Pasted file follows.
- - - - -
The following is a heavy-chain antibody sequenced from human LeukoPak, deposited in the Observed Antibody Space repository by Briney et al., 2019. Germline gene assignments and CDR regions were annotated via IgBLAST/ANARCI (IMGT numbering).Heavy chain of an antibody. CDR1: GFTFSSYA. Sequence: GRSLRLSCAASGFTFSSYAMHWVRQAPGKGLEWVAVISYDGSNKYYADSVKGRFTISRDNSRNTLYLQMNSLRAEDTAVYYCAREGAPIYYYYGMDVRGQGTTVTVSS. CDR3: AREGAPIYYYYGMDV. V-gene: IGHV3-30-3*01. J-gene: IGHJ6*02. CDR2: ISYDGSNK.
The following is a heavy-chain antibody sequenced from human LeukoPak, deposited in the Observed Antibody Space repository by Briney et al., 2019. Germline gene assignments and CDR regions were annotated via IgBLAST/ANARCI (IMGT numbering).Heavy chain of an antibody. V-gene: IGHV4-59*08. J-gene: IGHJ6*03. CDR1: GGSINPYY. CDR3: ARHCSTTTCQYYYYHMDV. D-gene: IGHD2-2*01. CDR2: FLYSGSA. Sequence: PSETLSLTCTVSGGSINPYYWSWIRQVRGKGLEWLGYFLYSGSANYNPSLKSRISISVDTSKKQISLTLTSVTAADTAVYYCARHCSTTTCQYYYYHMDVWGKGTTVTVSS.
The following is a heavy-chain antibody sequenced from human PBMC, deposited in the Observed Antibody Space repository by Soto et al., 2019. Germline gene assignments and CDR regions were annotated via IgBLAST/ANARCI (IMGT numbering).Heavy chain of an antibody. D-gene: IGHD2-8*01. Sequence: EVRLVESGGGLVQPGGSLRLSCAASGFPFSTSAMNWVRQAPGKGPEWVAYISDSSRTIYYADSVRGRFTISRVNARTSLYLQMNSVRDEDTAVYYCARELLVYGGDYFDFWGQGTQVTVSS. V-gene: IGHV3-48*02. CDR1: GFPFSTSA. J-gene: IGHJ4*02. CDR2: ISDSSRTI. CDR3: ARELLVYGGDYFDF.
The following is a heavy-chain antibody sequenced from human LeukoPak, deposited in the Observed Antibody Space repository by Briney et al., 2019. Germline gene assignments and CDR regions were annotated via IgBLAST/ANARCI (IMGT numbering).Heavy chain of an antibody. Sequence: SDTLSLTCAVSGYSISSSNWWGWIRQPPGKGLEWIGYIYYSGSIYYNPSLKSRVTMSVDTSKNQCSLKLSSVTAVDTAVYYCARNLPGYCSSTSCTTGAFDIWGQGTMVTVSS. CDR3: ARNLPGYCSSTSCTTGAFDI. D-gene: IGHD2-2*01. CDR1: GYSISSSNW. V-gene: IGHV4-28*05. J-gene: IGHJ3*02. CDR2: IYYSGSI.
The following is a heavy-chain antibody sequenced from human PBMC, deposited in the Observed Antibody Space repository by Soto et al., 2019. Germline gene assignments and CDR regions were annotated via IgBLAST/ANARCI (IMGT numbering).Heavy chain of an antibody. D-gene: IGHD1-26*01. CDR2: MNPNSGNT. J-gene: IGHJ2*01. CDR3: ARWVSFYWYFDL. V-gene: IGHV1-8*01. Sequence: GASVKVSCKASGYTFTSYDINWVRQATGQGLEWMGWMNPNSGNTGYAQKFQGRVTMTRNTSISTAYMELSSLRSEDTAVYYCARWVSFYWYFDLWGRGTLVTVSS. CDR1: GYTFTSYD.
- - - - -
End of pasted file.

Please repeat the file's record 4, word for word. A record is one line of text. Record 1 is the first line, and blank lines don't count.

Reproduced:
The following is a heavy-chain antibody sequenced from human LeukoPak, deposited in the Observed Antibody Space repository by Briney et al., 2019. Germline gene assignments and CDR regions were annotated via IgBLAST/ANARCI (IMGT numbering).Heavy chain of an antibody. Sequence: SDTLSLTCAVSGYSISSSNWWGWIRQPPGKGLEWIGYIYYSGSIYYNPSLKSRVTMSVDTSKNQCSLKLSSVTAVDTAVYYCARNLPGYCSSTSCTTGAFDIWGQGTMVTVSS. CDR3: ARNLPGYCSSTSCTTGAFDI. D-gene: IGHD2-2*01. CDR1: GYSISSSNW. V-gene: IGHV4-28*05. J-gene: IGHJ3*02. CDR2: IYYSGSI.